Nearby Hannah spots a fallen sequoia, which upon examination, is a hallowed out tube with light pouring in at the far end.  Ever adventurous, Hannah makes it her mission to climb through the 70′ massive log.  I don’t exactly see the point for me to follow her.  Pushing her up and over the first interior ridge, she gains her balance and is soon navigating the innards of this fallen sequoia.

KC 3 H at climb through log

And voila, she appears at the far end and immediately says, you have to do it.  Having seen her bend, crouch, and step her way up on what turns out to be very slick, polished wood, I have little interest in the claustrophobia that lines the guts of the tree.

KC 3C H at log better one

She counters, you’ll love it if you do it.  Remembering the claustrophobic lava tubes we slithered through near Mt. St. Helens in Washington (Click here for that blog.), I just don’t see how my life will be fuller if I do this.  On the other hand, the Mt. St. Helens lava tubes were tighter and darker than this fallen tree; and I made it through them.  Hmmm.

KC 4 D at start of log

With me being just not into it, she drops her encouraging-ness, and we hike on the north boundary trail to get in our two miles and one hour of hiking.  As we double back, I think climbing through the sequoia could be blog-worthy.  With that as motivation, I decide to give it a go.  Oh, the things I’ll do for my loyal readers.

KC 4A D in log

Returning to the fallen hollowed out sequoia, Hannah says, You don’t need me to push you because I now see a foothold for you.  Really!  It’s a slick cupped polished indentation, no wider than three silver dollars.  But it’s just enough to get me up the first interior ridge until…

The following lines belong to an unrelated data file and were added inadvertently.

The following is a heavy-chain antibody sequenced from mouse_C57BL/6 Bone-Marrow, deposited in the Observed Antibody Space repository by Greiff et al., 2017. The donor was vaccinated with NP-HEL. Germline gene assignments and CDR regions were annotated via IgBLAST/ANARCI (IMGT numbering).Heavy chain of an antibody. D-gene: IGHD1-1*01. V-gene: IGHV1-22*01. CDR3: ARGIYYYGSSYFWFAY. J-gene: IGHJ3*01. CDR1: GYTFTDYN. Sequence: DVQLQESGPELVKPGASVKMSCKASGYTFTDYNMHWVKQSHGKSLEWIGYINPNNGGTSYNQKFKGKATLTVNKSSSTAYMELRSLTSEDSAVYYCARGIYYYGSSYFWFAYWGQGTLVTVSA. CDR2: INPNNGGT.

…I start to teeter forward into the abyss.  Out of control, I can see this is not going to end well.  The Vegas betting odds are that I’ll face plant three feet below me into the bottom of the unforgiving sequoia.  And then I catch myself.  Maybe it’s the morning balancing exercises I do.  Or, more likely, I’m just damn lucky.

The hollowed sequoia tunnel is amazingly slick and slippery as if others have done this many times before.  With no chance to go back, I trundle along with the sunlight in the distance.

KC 4B H climbing through a second time

Triumphantly out in the fresh air, I turn around to surprisingly see Hannah, 15’ behind me.  I never sensed or heard her.

Smiling, she says, I wanted to do it once for Owen and once for Max.  She’s one helluva Omi.

Dan and Hannah Hike to Marble Falls in Sequoia National Park (California)

On the continuum from structured to unstructured, I am slowly making headway towards the freewheeling end.  Drawn to teaching, in part, by its autonomy in the classroom (I could be in charge and organize the school day as I saw fit, for the most part – remember this was the 1970s), I got real good at having a plan and making things happen on time during the school day.

That said, the school day can be a strait jacket of structure.  You know the drill in middle and high school; the class periods end with the bell; students move on and a new group arrives.  The university is the same.  Class ends at 630P, which means it ends at 630P!  No one pays attention after the appointed hour!  But in California, the change in me is starting to show.

MF 3 falls in the distance

Marble Falls in the Keowah River Canyon

So, it’s the first full day of my 70th Birthday Road Trip.  And before we even get to our first national park (Sequoia), a local hiker suggests his favorite hike – Marble Falls.  Beginning at the trailhead at 2000’, the Marble Falls Trail is a big girl and boy hike at 7.5 miles round trip with a 2500’ elevation gain.  We had never heard of it and hadn’t scheduled time for a bonus hike, but…

GST 1A D and H at sign

Suckers for waterfalls that we are, Hannah and I are all in to changing up our schedule and stay an extra day in the area.   Ergo, we’ll hike the General Sherman Tree Trail this Sunday and hike Marble Falls tomorrow.